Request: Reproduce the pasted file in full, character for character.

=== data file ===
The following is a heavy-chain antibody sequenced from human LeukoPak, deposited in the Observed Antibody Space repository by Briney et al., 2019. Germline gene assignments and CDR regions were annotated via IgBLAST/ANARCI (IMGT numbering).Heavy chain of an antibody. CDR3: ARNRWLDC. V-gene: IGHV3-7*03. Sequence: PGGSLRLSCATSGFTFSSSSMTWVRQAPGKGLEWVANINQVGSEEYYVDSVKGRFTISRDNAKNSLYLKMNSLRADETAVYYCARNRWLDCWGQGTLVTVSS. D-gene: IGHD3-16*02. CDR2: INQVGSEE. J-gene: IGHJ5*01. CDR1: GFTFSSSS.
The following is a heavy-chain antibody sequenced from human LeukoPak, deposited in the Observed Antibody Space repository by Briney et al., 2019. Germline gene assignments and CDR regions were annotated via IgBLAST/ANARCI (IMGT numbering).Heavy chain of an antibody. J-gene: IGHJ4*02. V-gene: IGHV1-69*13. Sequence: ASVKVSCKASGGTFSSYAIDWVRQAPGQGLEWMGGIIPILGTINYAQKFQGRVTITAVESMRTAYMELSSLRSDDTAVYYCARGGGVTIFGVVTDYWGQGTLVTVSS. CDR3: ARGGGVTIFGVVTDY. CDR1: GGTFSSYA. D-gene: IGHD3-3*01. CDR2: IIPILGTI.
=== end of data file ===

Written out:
The following is a heavy-chain antibody sequenced from human LeukoPak, deposited in the Observed Antibody Space repository by Briney et al., 2019. Germline gene assignments and CDR regions were annotated via IgBLAST/ANARCI (IMGT numbering).Heavy chain of an antibody. CDR3: ARNRWLDC. V-gene: IGHV3-7*03. Sequence: PGGSLRLSCATSGFTFSSSSMTWVRQAPGKGLEWVANINQVGSEEYYVDSVKGRFTISRDNAKNSLYLKMNSLRADETAVYYCARNRWLDCWGQGTLVTVSS. D-gene: IGHD3-16*02. CDR2: INQVGSEE. J-gene: IGHJ5*01. CDR1: GFTFSSSS.
The following is a heavy-chain antibody sequenced from human LeukoPak, deposited in the Observed Antibody Space repository by Briney et al., 2019. Germline gene assignments and CDR regions were annotated via IgBLAST/ANARCI (IMGT numbering).Heavy chain of an antibody. J-gene: IGHJ4*02. V-gene: IGHV1-69*13. Sequence: ASVKVSCKASGGTFSSYAIDWVRQAPGQGLEWMGGIIPILGTINYAQKFQGRVTITAVESMRTAYMELSSLRSDDTAVYYCARGGGVTIFGVVTDYWGQGTLVTVSS. CDR3: ARGGGVTIFGVVTDY. CDR1: GGTFSSYA. D-gene: IGHD3-3*01. CDR2: IIPILGTI.